How do we find more lesbian spaces? For the duration of my twenties, this question has weighed on me more heavily than almost any other. And I’m not alone in that. Young women routinely ask me about lesbian space in DMs, emails, WhatsApp – almost always private forms of communication. Nearly every effort I’ve witnessed to rebuild lesbian-only spaces has been furtive. And that’s not because these women are ashamed of being lesbian; they are proud enough to channel time and energy into igniting that flame of pride in other women. Rather, it’s because they’re terrified of being shunned by friends and peers – even employers.
Building women-only spaces, groups, or services is routinely denounced as transphobic, rather than recognised as a legitimate response to male violence against women. And that suspicion only heightens when women choose to gather as lesbians. Never mind that lesbian lives are often more precarious than those of our straight sisters. We’re more likely to live in poverty, and less likely to have access to the social safety nets woven into heteronuclear family.
It’s deeply ironic, that lesbians are labelled bigots for wanting spaces free from bigotry; for trying to find just a tiny sliver of time when we are free from misogyny and homophobia. In mainstream society, lesbians are constantly called on to explain and justify our lives. In wider LGBT+ community, we’re still subject to sexism. Whether lesbians try to address that woman-hating from within the GBT+, or leave it behind for greener pastures, we are reviled. Lesbian separatists were condemned as unnatural women in the ‘70s and ‘80s, and now lesbians with far more modest goals are met with hatred from across the political spectrum.
As a result, lesbian groups and projects have become precarious once again. For this, the queer left is to blame as much as the conservative right. Perhaps even more so. There are queer people who respect and endorse groups for those who identify as trans, yet refuse to extend lesbians the same grace. Which is hypocrisy with a generous side of lesbophobia. Such people see women building lesbian spaces, problematise them, and even try to sink their projects – never mind how many women cling to them as life-rafts on the tide of heteropatriarchy.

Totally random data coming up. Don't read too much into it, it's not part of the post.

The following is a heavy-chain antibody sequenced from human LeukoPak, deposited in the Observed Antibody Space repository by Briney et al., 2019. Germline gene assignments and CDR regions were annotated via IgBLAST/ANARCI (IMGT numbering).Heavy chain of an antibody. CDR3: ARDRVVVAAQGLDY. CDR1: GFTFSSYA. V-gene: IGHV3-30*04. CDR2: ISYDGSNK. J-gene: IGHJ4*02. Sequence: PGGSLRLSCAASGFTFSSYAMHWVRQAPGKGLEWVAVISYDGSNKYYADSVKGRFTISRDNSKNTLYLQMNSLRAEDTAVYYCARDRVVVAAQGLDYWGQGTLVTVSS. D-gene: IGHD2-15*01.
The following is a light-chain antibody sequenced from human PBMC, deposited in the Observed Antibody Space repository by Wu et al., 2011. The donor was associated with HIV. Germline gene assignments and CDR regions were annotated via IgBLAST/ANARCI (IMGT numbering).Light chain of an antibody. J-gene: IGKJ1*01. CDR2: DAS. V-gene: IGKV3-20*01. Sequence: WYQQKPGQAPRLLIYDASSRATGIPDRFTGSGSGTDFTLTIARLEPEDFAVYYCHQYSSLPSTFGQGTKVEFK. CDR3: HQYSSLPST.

I don’t think the people who rush to demonise lesbians, the more extreme among them proclaiming even the word a “TERF dogwhistle”, ever stop to think about the human cost of their righteous fury.
They don’t see the young women in floods of tears because they’ve been exiled from friendship groups and much-needed community. They don’t see women lying awake at night worrying how they’ll pay bills or put food on the table if a vital income stream is lost. They don’t see women pushed to the point of a mental health crisis by campaigns of targeted harassment. They don’t see women at all. Instead, they see TERFs. The oppressor. Monstrous creatures who hoard power and rights like a dragon with its heap of gold.
If lesbians cannot openly organise our own spaces, there is a cost; often paid by the most vulnerable members of our community.
But women are oppressed; lesbians doubly so. Our rights are still too often theoretical, unmet in reality. And the anger that is regularly weaponised against us would be better directed towards men. After all, they are the ones hoarding rights and resources; they are the ones who kill women and trans-identifying people both. Yet no malicious acronym is used to denounce the men responsible for those deaths. Rarely are the men who harm trans people harassed on social media or hounded from their jobs by queer keyboard warriors. They’re not doxed or told to die in a fire. And they – unlike the women whose lives are made unbearable – have earned that vitriol.
Undermining lesbian spaces benefits nobody and nothing, save for the men who want to control us. If lesbians cannot openly organise our own spaces, there is a cost; often paid by the most vulnerable members of our community. Those who have not yet found ways of connecting with networks of lesbians – women who are young or living in rural communities – are less likely to find lesbian space. And there are fewer lesbian spaces to find, because the fear of harassment and abuse intimidates women who might otherwise build them.
What few lesbian-only spaces exist are unlikely to secure the infrastructure of community support or funding – meaning that the women who run them often do so at personal cost. Support groups, retreats, and advocacy groups that would likely receive financial backing if they represented any other letter of the alphabet soup are made to go without. Meanwhile Stonewall – a charity that was founded to represent our interests yet refuses to meet with lesbians concerned about our spaces, such as the Lesbian Rights Alliance – rakes in millions of pounds worth of government funding every year.
Like every other marginalised group of people, lesbians deserve our own spaces. However, the legitimacy of those spaces is contested – both by the queer left, and the conservative right. Both groups would consider themselves diametrically opposed. But both groups have shown a similar fervour for controlling women; for undermining lesbian community, and shepherding women back to affiliations and goals that are male-centric. They share an entitlement to women; an expectation of automatic access to us, and our energy. Any women opposing self-ID is accused of aligning herself with the right, yet that’s exactly what queer people do when they stand in the way of lesbian-only space.
Claire Heuchan is an author, essayist, and Black radical feminist. She writes the award-winning blog, Sister Outrider.